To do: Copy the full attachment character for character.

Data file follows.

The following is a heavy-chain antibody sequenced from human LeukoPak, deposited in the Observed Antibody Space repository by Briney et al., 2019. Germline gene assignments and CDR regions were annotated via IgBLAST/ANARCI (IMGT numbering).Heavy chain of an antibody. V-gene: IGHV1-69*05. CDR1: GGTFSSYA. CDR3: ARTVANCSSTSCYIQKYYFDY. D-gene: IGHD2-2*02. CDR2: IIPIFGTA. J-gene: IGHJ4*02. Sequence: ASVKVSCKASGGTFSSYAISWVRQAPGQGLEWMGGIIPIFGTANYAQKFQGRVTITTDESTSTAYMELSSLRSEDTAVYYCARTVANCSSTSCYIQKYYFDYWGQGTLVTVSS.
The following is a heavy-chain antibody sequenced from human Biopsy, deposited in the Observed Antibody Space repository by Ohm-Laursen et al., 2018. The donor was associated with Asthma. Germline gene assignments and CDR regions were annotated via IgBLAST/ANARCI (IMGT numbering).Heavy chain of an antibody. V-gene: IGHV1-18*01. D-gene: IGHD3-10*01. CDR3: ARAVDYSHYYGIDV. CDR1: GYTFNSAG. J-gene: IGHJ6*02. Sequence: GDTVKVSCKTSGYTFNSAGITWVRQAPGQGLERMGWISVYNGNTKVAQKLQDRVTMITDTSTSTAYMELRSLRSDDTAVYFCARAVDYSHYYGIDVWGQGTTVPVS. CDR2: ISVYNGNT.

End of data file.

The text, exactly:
The following is a heavy-chain antibody sequenced from human LeukoPak, deposited in the Observed Antibody Space repository by Briney et al., 2019. Germline gene assignments and CDR regions were annotated via IgBLAST/ANARCI (IMGT numbering).Heavy chain of an antibody. V-gene: IGHV1-69*05. CDR1: GGTFSSYA. CDR3: ARTVANCSSTSCYIQKYYFDY. D-gene: IGHD2-2*02. CDR2: IIPIFGTA. J-gene: IGHJ4*02. Sequence: ASVKVSCKASGGTFSSYAISWVRQAPGQGLEWMGGIIPIFGTANYAQKFQGRVTITTDESTSTAYMELSSLRSEDTAVYYCARTVANCSSTSCYIQKYYFDYWGQGTLVTVSS.
The following is a heavy-chain antibody sequenced from human Biopsy, deposited in the Observed Antibody Space repository by Ohm-Laursen et al., 2018. The donor was associated with Asthma. Germline gene assignments and CDR regions were annotated via IgBLAST/ANARCI (IMGT numbering).Heavy chain of an antibody. V-gene: IGHV1-18*01. D-gene: IGHD3-10*01. CDR3: ARAVDYSHYYGIDV. CDR1: GYTFNSAG. J-gene: IGHJ6*02. Sequence: GDTVKVSCKTSGYTFNSAGITWVRQAPGQGLERMGWISVYNGNTKVAQKLQDRVTMITDTSTSTAYMELRSLRSDDTAVYFCARAVDYSHYYGIDVWGQGTTVPVS. CDR2: ISVYNGNT.